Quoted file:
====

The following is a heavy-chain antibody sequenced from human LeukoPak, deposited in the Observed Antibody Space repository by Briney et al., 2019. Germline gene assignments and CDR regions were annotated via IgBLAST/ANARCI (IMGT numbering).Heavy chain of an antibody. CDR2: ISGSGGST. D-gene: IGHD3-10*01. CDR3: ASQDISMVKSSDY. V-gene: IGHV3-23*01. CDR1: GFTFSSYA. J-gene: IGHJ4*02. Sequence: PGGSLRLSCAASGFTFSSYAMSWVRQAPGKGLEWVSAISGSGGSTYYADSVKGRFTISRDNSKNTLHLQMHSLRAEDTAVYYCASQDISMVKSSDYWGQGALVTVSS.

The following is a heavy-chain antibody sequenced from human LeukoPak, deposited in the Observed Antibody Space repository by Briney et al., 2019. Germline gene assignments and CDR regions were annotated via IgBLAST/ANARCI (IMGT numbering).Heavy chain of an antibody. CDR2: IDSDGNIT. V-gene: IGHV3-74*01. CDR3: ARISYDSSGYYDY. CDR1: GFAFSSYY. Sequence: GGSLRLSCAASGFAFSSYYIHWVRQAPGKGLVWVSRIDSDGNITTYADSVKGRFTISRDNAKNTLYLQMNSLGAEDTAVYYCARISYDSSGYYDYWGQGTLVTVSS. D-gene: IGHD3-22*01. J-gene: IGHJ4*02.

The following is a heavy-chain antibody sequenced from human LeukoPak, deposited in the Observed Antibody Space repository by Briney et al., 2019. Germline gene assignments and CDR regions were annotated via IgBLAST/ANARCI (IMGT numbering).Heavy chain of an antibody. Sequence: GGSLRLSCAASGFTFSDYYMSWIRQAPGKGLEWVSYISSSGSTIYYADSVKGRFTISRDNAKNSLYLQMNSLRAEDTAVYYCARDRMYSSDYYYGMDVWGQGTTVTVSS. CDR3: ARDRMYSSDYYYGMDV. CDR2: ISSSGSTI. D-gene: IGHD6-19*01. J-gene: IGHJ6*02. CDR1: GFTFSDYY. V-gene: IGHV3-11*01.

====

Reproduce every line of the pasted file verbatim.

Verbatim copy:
The following is a heavy-chain antibody sequenced from human LeukoPak, deposited in the Observed Antibody Space repository by Briney et al., 2019. Germline gene assignments and CDR regions were annotated via IgBLAST/ANARCI (IMGT numbering).Heavy chain of an antibody. CDR2: ISGSGGST. D-gene: IGHD3-10*01. CDR3: ASQDISMVKSSDY. V-gene: IGHV3-23*01. CDR1: GFTFSSYA. J-gene: IGHJ4*02. Sequence: PGGSLRLSCAASGFTFSSYAMSWVRQAPGKGLEWVSAISGSGGSTYYADSVKGRFTISRDNSKNTLHLQMHSLRAEDTAVYYCASQDISMVKSSDYWGQGALVTVSS.

The following is a heavy-chain antibody sequenced from human LeukoPak, deposited in the Observed Antibody Space repository by Briney et al., 2019. Germline gene assignments and CDR regions were annotated via IgBLAST/ANARCI (IMGT numbering).Heavy chain of an antibody. CDR2: IDSDGNIT. V-gene: IGHV3-74*01. CDR3: ARISYDSSGYYDY. CDR1: GFAFSSYY. Sequence: GGSLRLSCAASGFAFSSYYIHWVRQAPGKGLVWVSRIDSDGNITTYADSVKGRFTISRDNAKNTLYLQMNSLGAEDTAVYYCARISYDSSGYYDYWGQGTLVTVSS. D-gene: IGHD3-22*01. J-gene: IGHJ4*02.

The following is a heavy-chain antibody sequenced from human LeukoPak, deposited in the Observed Antibody Space repository by Briney et al., 2019. Germline gene assignments and CDR regions were annotated via IgBLAST/ANARCI (IMGT numbering).Heavy chain of an antibody. Sequence: GGSLRLSCAASGFTFSDYYMSWIRQAPGKGLEWVSYISSSGSTIYYADSVKGRFTISRDNAKNSLYLQMNSLRAEDTAVYYCARDRMYSSDYYYGMDVWGQGTTVTVSS. CDR3: ARDRMYSSDYYYGMDV. CDR2: ISSSGSTI. D-gene: IGHD6-19*01. J-gene: IGHJ6*02. CDR1: GFTFSDYY. V-gene: IGHV3-11*01.